The Casio PV-16 MSX Computer

I was recently browsing through the Flickr photostream of user JINsMac and came across this very lovely looking computer. Back in 1983 when this was released, home computers really only came in two colours – black or beige – so a bright red machine with cute “chicklet” keys and a joy pad built onto the casing must have been quite eye-catching.

Once I was done trying to decide if my wife would let me hang a print of this beauty in my house, I noticed a familiar logo on the case – MSX! Regular readers might know that I have a thing for the MSX computer range, owning a Toshiba variant myself as a youngster. I can tell you, the Toshiba was NOT a looker, at least not when compared to the PV-16!

According to MSX.ORG, you could also get this in black but, honestly, who would?

I went in search of more information about Casio’s foray into the MSX world and discovered that they didn’t limit themselves to just one type of red computer, they also had models called MX-10 and PV-7 too!


MSX Zone has a nice section with hundreds of MSX variants, Casio’s included. To be fair to Toshiba, they did produce a red version of the machine I owned but my MSX heart now belongs to the PV-16.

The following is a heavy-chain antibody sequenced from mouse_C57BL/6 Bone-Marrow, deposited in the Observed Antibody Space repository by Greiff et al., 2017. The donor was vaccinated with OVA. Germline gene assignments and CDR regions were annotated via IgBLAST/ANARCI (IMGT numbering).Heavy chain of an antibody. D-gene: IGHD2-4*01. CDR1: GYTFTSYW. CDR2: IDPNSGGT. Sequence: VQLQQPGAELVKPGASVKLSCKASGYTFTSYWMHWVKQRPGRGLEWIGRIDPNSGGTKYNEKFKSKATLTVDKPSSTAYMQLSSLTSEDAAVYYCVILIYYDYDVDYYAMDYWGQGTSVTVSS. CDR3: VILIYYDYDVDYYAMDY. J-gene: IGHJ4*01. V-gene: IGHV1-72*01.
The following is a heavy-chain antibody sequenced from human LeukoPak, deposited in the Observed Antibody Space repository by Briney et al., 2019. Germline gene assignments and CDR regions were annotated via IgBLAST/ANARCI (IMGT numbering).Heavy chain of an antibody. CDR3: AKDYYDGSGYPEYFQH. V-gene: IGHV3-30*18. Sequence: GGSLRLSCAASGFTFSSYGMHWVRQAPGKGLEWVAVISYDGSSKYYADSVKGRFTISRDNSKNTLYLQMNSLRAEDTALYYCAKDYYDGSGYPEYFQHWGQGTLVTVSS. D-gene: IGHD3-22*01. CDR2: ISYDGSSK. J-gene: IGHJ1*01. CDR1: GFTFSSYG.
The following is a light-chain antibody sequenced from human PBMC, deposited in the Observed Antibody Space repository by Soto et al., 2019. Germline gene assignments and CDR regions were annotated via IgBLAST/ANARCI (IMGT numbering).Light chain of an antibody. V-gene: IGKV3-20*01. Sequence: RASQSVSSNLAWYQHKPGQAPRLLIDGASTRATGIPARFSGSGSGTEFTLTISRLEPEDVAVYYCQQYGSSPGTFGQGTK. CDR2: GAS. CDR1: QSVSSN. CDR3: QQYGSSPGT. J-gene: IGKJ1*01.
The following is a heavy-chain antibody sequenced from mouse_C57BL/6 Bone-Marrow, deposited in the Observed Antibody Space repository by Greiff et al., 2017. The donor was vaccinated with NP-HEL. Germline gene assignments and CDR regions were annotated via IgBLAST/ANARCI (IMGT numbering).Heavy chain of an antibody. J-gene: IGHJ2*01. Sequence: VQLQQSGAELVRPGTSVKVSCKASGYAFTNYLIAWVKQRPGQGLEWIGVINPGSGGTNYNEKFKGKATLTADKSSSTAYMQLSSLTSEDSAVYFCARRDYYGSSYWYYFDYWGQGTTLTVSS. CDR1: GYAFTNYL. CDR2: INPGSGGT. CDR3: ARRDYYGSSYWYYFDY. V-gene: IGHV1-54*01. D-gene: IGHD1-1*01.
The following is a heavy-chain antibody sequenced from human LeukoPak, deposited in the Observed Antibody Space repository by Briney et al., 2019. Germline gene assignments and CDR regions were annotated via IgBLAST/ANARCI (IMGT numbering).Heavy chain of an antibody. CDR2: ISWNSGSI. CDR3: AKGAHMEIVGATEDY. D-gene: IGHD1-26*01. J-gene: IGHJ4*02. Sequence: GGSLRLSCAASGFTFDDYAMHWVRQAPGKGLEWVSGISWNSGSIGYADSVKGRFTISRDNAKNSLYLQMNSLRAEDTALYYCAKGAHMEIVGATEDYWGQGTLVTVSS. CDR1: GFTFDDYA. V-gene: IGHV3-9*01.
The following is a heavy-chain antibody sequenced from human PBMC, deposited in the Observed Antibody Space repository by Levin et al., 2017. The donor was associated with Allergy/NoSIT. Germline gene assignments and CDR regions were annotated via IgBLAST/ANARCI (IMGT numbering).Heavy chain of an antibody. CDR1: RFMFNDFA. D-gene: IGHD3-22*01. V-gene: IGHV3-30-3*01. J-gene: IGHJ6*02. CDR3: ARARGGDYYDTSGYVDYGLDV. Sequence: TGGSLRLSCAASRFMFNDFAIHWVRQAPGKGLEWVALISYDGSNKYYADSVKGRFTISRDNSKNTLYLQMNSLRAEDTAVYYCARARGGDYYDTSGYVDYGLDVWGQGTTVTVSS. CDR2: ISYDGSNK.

The Casio SK-1 should be used for more than Sampling your Dog

The 80s spawned an era of entry level, consumer synthesizers that could make ANYONE sound like Herbie Hancock!

While the pros were using the Yamaha DX7, Prophet 5 or Ensoniq Mirage, the department store crowd were enjoying cost effective PCM synths that had 50 instruments (which all sounded the same), drum beats (that looped after two measures) and automatic rhythm accompaniment (that was about as dynamic as a geriatric Oom-pah band.)

However, what if you wanted to record yourself saying “jammin’ on the one” and put it to music, but you weren’t as lucky as Theo Huxtable who got to visit Stevie Wonder?

Well, now you could do it home, with the awesome Casio SK-1.

Sadly, all this tool could think of doing was sampling his sad sack dog. Also, notice the disclaimer at the end. This keyboard, as I recall, was only 4 note polyphonic – meaning it can only have 4 keys depressed at one time. That pretend playing in the commercial was not possible on the SK-1.

Later, they made the SK-5, which allowed for more samples to be stored on the keyboards memory, as well as…a drum pad. I bought one for ten dollars off a friend of mine about a month after he got it.

His mother was not pleased.

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